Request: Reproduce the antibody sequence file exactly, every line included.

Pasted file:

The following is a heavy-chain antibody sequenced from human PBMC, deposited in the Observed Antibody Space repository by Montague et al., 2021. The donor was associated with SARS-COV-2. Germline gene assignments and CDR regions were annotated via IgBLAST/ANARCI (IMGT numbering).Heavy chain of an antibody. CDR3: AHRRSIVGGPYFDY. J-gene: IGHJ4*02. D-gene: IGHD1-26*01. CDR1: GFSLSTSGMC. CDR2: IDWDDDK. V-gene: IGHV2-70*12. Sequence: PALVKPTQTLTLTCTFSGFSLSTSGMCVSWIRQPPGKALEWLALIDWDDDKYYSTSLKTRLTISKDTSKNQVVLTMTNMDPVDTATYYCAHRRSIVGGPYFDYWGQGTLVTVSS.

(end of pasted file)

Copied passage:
The following is a heavy-chain antibody sequenced from human PBMC, deposited in the Observed Antibody Space repository by Montague et al., 2021. The donor was associated with SARS-COV-2. Germline gene assignments and CDR regions were annotated via IgBLAST/ANARCI (IMGT numbering).Heavy chain of an antibody. CDR3: AHRRSIVGGPYFDY. J-gene: IGHJ4*02. D-gene: IGHD1-26*01. CDR1: GFSLSTSGMC. CDR2: IDWDDDK. V-gene: IGHV2-70*12. Sequence: PALVKPTQTLTLTCTFSGFSLSTSGMCVSWIRQPPGKALEWLALIDWDDDKYYSTSLKTRLTISKDTSKNQVVLTMTNMDPVDTATYYCAHRRSIVGGPYFDYWGQGTLVTVSS.